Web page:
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Even if you say that you do not like mushrooms – a common enough position with many Indians – and never order them at restaurants or cook them at home, there’s probably one mushroom you eat far more often than you realise. When Indians eat out, we tend to eat Chinese. And Chinese restaurants in India – like Chinese restaurants elsewhere in the world – use mushrooms in cooking. You’ll find a black, slightly spongy slice of something mushroomy in your hot and sour soup; you’ll bite into a mushroom that is playing a co-starring role in some stir fry and if you extend your gastronomic horizons to Thai food then you’ll find mushrooms in many, many dishes, from curries to salads.

The reason most of us do not see this as mushroom-eating is because of the identity of the mushroom involved.

When it comes to buying mushrooms, we often go by appearance rather than taste. We stick to those clean-cut white button mushrooms, perhaps a bit intimidated by the wilder characters in the fungus family. But it's worth getting to know all those odd-looking mushrooms -- they can really add taste and sophistication to your cooking.

When we think of mushrooms, we think of the white mushrooms of Western cookery – what the French call Champignons de Paris. These are the mushrooms they put into cans when they are very young (they call them ‘buttons’); the ones you get when you order mushrooms on toast, the kind Indian cooks call dhingri and the ones that European cooks routinely add to their dishes. But while the cultivated white mushroom may well be the West’s idea of a mushroom, it is probably not the world’s most popular mushroom. That honour goes to the shitake or what we in India call the black mushroom. That’s the one that Chinese restaurants buy by the kilo and put into everything. The shitake is so integral a part of Oriental cookery that it turns up in nearly every Far Eastern cuisine – though strangely, it is almost completely absent from Indian food. One reason we don’t immediately think of the shitake as a mushroom is because we rarely use it at home. And even when we do eat it at Chinese restaurants, it is rarely something we specifically order by name. Rather, it comes as part of some dish and its presence is rarely acknowledged on the menu. The other reason, of course, is that most of us have never seen a fresh shitake mushroom. Nor for that matter – oddly enough – have most chefs at Chinese restaurants in India.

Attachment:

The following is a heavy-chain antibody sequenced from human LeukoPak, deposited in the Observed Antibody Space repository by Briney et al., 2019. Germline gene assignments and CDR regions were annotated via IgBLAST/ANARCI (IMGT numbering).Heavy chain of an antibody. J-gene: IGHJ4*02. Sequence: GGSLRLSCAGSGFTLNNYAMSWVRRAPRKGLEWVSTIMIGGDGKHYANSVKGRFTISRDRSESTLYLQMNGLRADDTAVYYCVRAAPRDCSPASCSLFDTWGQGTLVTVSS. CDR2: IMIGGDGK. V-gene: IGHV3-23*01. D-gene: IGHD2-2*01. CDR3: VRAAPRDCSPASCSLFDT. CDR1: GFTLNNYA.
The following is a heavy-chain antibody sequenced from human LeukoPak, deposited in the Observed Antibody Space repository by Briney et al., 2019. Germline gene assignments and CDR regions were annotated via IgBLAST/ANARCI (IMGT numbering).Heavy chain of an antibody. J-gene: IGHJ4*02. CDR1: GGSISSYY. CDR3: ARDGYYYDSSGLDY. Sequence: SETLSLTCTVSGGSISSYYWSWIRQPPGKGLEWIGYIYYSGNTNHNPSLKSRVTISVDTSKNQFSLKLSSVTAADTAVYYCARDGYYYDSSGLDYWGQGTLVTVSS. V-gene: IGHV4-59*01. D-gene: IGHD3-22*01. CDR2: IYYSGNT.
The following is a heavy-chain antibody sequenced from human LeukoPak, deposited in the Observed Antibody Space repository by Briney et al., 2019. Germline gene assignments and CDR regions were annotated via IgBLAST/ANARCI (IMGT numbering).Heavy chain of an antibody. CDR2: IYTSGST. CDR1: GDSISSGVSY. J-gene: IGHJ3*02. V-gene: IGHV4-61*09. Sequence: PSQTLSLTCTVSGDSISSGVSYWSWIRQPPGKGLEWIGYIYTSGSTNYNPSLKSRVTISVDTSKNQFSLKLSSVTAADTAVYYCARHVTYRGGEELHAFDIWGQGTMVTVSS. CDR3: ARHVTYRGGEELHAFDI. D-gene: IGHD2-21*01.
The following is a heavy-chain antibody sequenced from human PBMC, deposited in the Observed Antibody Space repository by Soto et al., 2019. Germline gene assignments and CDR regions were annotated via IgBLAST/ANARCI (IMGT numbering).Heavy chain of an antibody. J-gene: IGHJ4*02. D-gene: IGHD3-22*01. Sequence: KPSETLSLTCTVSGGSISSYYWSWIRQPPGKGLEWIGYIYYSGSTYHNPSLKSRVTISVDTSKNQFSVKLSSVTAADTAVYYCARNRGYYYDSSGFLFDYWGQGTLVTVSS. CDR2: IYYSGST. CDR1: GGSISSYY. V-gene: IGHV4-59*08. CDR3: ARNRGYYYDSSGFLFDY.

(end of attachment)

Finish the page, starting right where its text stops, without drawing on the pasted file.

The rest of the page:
Most supermarkets sell a few varieties of fresh mushrooms, including portobello, oyster and shiitake, as well as bags of dried mushrooms. But beginner cooks may not be sure how to clean specialty mushrooms, or what to do with them.

The basic idea is to rinse them (never soak them) and use a cloth or paper towel to remove any clingy dirt.

White mushrooms (button mushrooms)

These immature, unopened mushrooms are probably the most common in North American supermarkets. They can be bought either fresh or canned. Some grocery stores sell them pre-sliced but, once sliced, these mushrooms spoil quickly; they oxidize after being cut, turning brown and soft once exposed to air. They can be eaten raw or cooked in almost any dish, but their flavor intensifies with cooking. Bigger button mushrooms can be left whole and stuffed, for an appetizer or side dish.